girl vs. girl

You’ve heard it before, but girls can be competitive with one another. I discussed an aspect of this in my post from February of last year.

Quite a while ago, I read a magazine interview of a celebrity – I could be wrong, but I remember it being Halle Berry. She said that as she’s gotten older, she’s enjoyed her female friendships more because they’ve lost the competitiveness that those friendships had in her 20s and early 30s. When I read this, my first reaction was to get defensive, but a part of me knew what she was talking about.

I think her statement corroborates what I said in that Feb ’10 post: that most of this competitiveness is mate competition. After all, by the time you’re 40 like Halle, most women have found mates, and if they haven’t, most single men aren’t looking for their age bracket. My attitude at the time that I blogged was not to fight the competitiveness because it makes sense and is justified.

But two things happened recently that made me rethink this attitude. The first was that I heard an NPR interview with Norah Vincent, a woman who posed as a man for a year. She said that she was struck most by the brotherhood men feel when they meet – that in that first handshake there’s a lot of trust and camaraderie in their shared maleness. It’s true that I don’t feel that with women.

It simply could be that women just operate differently and we don’t trust one another until given reason to – a process that may not take very long at all and signifies that women do achieve a feeling of sisterhood, too. But it is certainly true that when meeting women in an environment where each of us could be finding a mate, I am still focused on: 1) seeming the more desirable/attractive; 2) building a potential romantic relationship more than a friendship with the other woman. The only time these 2 don’t apply is when I’m not remotely interested in or attracted to the guys we’re around, and perhaps she and I could bond in our shared dissatisfaction.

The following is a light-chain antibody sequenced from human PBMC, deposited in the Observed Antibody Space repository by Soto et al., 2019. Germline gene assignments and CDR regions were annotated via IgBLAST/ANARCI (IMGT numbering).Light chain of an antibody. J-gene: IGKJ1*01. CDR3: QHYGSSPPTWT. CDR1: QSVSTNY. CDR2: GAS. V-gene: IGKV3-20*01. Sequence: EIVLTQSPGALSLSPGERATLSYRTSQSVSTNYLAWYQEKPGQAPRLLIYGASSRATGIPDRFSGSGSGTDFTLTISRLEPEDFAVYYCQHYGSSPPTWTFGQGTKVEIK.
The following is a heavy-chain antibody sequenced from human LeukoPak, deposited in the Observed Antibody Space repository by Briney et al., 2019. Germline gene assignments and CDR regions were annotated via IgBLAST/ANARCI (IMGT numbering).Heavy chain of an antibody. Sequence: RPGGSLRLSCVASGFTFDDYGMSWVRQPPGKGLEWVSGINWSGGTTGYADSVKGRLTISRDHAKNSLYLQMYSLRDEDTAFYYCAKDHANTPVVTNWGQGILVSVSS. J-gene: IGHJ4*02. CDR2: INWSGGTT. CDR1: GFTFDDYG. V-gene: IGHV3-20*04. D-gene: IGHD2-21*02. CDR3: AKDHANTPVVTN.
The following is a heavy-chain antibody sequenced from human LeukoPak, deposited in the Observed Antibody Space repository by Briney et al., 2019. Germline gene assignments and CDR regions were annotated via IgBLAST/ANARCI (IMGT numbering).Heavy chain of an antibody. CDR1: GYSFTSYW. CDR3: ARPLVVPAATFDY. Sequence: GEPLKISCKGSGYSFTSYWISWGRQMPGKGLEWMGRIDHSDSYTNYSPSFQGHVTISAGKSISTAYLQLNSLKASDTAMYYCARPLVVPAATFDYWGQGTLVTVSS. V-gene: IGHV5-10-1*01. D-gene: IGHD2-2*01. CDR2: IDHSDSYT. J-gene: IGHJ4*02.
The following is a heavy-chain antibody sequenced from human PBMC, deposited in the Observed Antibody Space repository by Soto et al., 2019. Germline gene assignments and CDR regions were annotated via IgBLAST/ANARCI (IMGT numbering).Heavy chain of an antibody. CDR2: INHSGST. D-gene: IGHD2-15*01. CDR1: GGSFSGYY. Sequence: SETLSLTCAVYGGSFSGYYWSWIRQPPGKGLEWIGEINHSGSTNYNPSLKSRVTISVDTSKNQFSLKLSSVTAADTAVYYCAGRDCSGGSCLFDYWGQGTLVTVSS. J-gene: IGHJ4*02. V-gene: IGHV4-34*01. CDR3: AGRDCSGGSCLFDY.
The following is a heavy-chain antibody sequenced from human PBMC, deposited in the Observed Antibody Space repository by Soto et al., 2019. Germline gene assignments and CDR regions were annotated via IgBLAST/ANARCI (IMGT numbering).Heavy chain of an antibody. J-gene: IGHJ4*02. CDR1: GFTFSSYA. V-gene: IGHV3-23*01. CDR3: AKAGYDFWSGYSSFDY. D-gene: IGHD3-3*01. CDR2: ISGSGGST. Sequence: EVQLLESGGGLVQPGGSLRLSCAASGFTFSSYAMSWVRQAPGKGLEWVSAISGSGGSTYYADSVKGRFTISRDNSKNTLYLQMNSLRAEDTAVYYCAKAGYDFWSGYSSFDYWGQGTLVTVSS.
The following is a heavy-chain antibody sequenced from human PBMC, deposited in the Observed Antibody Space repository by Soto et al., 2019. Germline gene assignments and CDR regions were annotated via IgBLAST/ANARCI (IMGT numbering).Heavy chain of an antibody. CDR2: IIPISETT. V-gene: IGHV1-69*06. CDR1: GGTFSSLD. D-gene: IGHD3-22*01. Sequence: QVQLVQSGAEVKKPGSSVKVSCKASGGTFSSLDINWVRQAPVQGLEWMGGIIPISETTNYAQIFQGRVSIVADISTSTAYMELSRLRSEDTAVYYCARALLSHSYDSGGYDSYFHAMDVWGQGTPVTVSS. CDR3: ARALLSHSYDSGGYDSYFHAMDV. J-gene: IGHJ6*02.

It is instructive that whenever I am introduced to another girl in front of guys, I am very self-conscious about seeming nice, warm, and open instead of catty, disinterested, and competitive. Clearly a part of me must be those things, or else I wouldn’t be trying so hard to hide it! 

The other side of the story is that it has nothing to do with competition, and it’s just more fun to flirt with a guy than it is to try to get to know a girl! I already have girlfriends; what I don’t have is a boyfriend.

Yet, wouldn’t it be nice if women enjoyed that same camaraderie Vincent speaks of? It would be comforting.

The other thing that happened that has changed my perspective occurred when my friend Gillian and I were preparing for the Lady Gaga concert. I was scantily clad like a good Little Monster, and Gillian looked at me and very convincingly said, “You look really good.” Her ego had no problem complimenting my attractiveness, while mine, in the past, has. Throughout the Gaga concert, Gillian remarked about other people who also looked really good. And I kinda realized that night that other women being attractive doesn’t depreciate my attractiveness. Would it really hurt me to tell my friends when they looked good? How did I become someone who feels threatened by attractive friends?

The answer is insecurity. Doesn’t everything just boil down to insecurity? I didn’t want to concede that my friends were attractive if I didn’t feel like I was. 

Now that I do, I’m working on changing my attitude.

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